Unfortunately, none of the severe defects in the procedure that I have highlighted can be remedied by our vote. The Government have bungled, but the questions facing Members of Parliament now is whether we should still support reform of local government in Cleveland, and whether there is still a majority in favour of that among local residents despite the bungling.

The Government have failed to arrange the sort of full survey of local opinion that the commission has organised in other areas. Instead we are left to rely on a MORI poll with a significant margin of error, carried out among only 1,200 residents. That poll also contains so many different options to choose from that the preference between the status quo and the proposal before us is not clear in the case of residents who chose entirely other options.

At our conference in Cardiff last year we Liberal Democrats made it clear that the Government should find means of consulting local people which enabled them to express a clear preference for one proposal or another. Instead the Government have had to rely on a single muddled opinion poll from which it is difficult to discover what local people really want. That has left it open to the borough councils and the county council to conduct their own opinion polls, and it comes as no surprise to find that those appear to reach different conclusions, which in turn are often interpreted as supporting the various preferences of the different councils. Such surveys do nothing much except muddy the waters even further. I have therefore done some further analysis of the commission's MORI opinion poll figures with a view to finding out whether the people whose first preference was for one, two or three unitary councils would rather the House passed the order or not. The evidence is partial, but there is some in the second preferences given by poll respondents. If those are added to the initial first preference figures, it is clear that local people favour the unitary option over the status quo; the ratio is about three to two. That clear majority must lead us to consider seriously what other evidence or arguments there are in favour of the order.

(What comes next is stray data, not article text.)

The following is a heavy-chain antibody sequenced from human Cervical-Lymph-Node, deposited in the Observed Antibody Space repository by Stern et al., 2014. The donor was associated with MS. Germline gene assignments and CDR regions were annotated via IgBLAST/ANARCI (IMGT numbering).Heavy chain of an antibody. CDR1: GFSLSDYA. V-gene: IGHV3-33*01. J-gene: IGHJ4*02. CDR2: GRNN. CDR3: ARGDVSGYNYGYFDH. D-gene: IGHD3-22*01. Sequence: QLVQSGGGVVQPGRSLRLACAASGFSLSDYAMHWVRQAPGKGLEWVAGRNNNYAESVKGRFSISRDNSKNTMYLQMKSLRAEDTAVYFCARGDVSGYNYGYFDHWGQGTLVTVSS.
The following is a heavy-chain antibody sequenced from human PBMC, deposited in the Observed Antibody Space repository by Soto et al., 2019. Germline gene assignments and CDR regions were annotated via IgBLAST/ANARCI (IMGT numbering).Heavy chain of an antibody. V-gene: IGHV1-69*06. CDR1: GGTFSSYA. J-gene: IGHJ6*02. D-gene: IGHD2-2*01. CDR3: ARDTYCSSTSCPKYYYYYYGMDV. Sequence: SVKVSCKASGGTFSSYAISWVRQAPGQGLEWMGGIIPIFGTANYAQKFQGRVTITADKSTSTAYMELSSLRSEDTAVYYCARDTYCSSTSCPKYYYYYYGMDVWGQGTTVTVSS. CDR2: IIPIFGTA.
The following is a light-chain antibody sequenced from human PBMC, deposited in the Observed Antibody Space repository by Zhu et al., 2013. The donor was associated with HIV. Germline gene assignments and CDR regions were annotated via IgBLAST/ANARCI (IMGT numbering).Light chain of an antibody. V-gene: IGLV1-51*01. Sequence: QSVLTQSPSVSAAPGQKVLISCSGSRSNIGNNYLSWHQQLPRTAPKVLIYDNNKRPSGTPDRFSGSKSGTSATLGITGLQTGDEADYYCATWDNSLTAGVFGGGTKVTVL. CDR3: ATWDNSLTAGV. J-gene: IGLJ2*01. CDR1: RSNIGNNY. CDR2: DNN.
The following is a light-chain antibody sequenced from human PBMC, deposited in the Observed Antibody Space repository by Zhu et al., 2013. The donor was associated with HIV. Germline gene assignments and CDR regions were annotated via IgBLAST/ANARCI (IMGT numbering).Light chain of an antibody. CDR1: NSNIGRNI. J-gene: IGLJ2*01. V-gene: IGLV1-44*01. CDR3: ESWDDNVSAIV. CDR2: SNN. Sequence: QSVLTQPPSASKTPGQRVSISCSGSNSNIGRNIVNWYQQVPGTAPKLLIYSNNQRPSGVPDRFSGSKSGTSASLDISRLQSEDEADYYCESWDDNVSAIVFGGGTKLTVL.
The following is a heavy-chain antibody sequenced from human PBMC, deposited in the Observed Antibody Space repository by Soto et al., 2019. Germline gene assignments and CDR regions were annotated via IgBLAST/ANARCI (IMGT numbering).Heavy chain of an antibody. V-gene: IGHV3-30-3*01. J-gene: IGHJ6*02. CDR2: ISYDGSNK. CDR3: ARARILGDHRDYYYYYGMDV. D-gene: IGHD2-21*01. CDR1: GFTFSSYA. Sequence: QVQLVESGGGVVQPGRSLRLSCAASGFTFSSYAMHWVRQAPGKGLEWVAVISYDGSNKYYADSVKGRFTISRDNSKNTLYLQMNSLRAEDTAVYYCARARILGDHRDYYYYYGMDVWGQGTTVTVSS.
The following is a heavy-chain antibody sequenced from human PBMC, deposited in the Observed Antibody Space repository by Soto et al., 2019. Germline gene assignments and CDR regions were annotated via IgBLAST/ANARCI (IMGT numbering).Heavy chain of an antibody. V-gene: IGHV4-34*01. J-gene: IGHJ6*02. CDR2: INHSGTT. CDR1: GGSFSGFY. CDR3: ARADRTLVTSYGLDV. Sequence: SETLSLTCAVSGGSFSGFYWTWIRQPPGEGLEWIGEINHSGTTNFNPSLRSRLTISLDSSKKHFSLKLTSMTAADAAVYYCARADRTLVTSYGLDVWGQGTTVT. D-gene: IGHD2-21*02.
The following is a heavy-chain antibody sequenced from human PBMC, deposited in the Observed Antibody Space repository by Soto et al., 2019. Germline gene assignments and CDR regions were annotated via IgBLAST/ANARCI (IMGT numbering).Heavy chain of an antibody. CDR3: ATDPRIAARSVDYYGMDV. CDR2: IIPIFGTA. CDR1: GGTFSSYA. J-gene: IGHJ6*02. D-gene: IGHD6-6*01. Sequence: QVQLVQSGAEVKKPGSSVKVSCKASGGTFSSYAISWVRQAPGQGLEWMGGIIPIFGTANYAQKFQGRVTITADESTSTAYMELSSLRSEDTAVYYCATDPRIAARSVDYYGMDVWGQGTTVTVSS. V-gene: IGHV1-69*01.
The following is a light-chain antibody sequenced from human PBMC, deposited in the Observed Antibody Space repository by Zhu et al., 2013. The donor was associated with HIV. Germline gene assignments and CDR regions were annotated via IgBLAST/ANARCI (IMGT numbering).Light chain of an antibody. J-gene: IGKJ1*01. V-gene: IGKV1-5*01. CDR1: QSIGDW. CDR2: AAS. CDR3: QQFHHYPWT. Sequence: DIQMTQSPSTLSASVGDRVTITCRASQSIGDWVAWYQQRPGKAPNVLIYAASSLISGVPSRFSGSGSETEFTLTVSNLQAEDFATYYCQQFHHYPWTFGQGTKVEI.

Mr. Peter Mandelson (Hartlepool): Come up and visit. Ask the people. Go to the shopping centre.

Mr. Rendel: If the hon. Gentleman waits a moment he may hear something about that, too.

The commission's poll also provided some evidence of local residents' feelings about the principle of unitary authorities in general. Perhaps it is not surprising that in an area such as Cleveland, where the original reforms were not popular, there is considerable support for that principle. Indeed, it is interesting to note that even at county level there is considerable support for a unitary solution, although that support tended to be for unitary authorities in Hartlepool and Teesside rather than for breaking up Teesside into three further unitary authorities, as is now suggested.

My party has supported the general principle all along, where it can be shown that that option is welcomed by local residents rather than being imposed by central


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Government. Unitary authorities based on areas smaller than the present county councils will tend to bring democracy and decision making down closer to the local people, who will have more control over their own lives.

It is worth pointing out in passing that the principle of subsidiarity, which the Government are so keen to promote at European level, and now at county council level, too, should also be introduced at national level in the same way, by creating regional governments in England and separate governments for Scotland and Wales. It is absurd for the Prime Minister to say that he supports subsidiarity in an area as large as Europe, and in an area as small as a county, but that he regards the same principle as dangerous and totally unacceptable over an area of intermediate size, such as the United Kingdom.

Finally, in seeking the right answer for Cleveland, which represents one of the most controversial of all the reform proposals, I have taken the trouble to visit the area to discuss the issues with the representatives of the people. [Interruption.] No doubt other hon. Members yet to speak in the debate have done the same. It became clear to me during my visit that there was an overwhelming weight of opinion in favour of a unitary authority in Hartlepool. Opinion on the right solution for the rest of Cleveland appeared more divided, but on balance seemed more or less in line with the MORI opinion poll that I have already described. I therefore believe that if the Labour party votes against the wishes of the people of Hartlepool, Langbaurgh, Middlesbrough and Stockton, those people will not lightly forgive it.

In summary, the message from the people of Cleveland is that the Government have bungled local government reform in a big way. About the only thing that they have got right is the decision to treat each area on its merits and not to insist on one solution for all parts of the country. We, too, will make our decisions on whatever orders come before the House without regard to any decisions that we have taken previously or may wish to take in the future. We shall be concerned only to do whatever we believe to be best for the area under consideration.